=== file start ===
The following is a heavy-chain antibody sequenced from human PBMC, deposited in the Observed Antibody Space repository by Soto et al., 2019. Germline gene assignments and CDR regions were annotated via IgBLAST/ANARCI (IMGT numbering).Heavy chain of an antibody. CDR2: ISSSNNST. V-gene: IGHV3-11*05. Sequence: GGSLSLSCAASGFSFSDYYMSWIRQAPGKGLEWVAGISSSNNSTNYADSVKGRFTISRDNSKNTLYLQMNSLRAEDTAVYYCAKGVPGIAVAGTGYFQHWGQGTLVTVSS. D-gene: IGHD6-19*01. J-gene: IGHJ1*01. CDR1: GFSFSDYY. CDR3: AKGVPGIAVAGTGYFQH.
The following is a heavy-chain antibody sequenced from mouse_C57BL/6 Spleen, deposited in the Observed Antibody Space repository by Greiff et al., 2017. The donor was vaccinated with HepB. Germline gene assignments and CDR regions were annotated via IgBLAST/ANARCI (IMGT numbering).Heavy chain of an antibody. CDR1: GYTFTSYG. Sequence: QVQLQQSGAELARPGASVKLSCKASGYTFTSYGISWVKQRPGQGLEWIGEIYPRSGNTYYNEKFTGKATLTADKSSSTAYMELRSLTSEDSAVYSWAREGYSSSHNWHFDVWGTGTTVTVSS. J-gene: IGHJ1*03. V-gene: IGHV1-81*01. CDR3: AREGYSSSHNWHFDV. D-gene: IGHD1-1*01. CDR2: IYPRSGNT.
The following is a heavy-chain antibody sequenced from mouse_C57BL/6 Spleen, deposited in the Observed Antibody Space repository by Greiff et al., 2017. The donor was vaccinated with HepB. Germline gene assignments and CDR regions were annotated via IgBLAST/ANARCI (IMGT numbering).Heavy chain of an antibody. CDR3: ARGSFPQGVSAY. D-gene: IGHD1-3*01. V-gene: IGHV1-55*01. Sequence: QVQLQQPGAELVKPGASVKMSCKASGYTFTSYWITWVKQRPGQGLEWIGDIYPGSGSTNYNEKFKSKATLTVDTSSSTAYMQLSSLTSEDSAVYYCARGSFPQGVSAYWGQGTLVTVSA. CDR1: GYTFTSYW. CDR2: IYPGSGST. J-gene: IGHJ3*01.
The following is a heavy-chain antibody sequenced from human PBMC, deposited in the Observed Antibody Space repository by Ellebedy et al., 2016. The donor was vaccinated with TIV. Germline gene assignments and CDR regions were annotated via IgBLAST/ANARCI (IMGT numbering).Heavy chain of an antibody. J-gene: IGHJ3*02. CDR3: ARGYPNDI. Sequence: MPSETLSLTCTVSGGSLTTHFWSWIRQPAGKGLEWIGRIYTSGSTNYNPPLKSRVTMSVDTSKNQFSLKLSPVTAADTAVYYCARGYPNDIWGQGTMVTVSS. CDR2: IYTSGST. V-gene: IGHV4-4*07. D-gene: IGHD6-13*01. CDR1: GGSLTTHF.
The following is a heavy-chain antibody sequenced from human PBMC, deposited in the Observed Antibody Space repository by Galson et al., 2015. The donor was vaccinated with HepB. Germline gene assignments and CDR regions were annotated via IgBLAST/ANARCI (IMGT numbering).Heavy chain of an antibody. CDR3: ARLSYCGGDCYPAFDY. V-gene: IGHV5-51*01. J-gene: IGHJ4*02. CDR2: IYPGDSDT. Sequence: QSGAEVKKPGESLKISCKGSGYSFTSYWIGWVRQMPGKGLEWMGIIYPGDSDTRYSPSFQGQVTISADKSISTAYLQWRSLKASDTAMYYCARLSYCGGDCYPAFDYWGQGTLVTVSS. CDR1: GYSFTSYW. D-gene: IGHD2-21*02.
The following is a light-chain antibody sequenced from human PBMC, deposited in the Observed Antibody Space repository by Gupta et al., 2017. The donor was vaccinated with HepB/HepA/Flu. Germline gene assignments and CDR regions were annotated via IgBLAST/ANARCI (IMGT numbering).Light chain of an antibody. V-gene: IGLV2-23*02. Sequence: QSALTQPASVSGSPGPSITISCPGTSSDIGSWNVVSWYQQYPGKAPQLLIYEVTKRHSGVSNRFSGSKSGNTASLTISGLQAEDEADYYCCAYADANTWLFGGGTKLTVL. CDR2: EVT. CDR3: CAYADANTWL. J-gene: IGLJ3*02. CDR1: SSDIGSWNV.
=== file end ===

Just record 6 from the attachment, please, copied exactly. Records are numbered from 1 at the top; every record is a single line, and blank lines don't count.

The following is a light-chain antibody sequenced from human PBMC, deposited in the Observed Antibody Space repository by Gupta et al., 2017. The donor was vaccinated with HepB/HepA/Flu. Germline gene assignments and CDR regions were annotated via IgBLAST/ANARCI (IMGT numbering).Light chain of an antibody. V-gene: IGLV2-23*02. Sequence: QSALTQPASVSGSPGPSITISCPGTSSDIGSWNVVSWYQQYPGKAPQLLIYEVTKRHSGVSNRFSGSKSGNTASLTISGLQAEDEADYYCCAYADANTWLFGGGTKLTVL. CDR2: EVT. CDR3: CAYADANTWL. J-gene: IGLJ3*02. CDR1: SSDIGSWNV.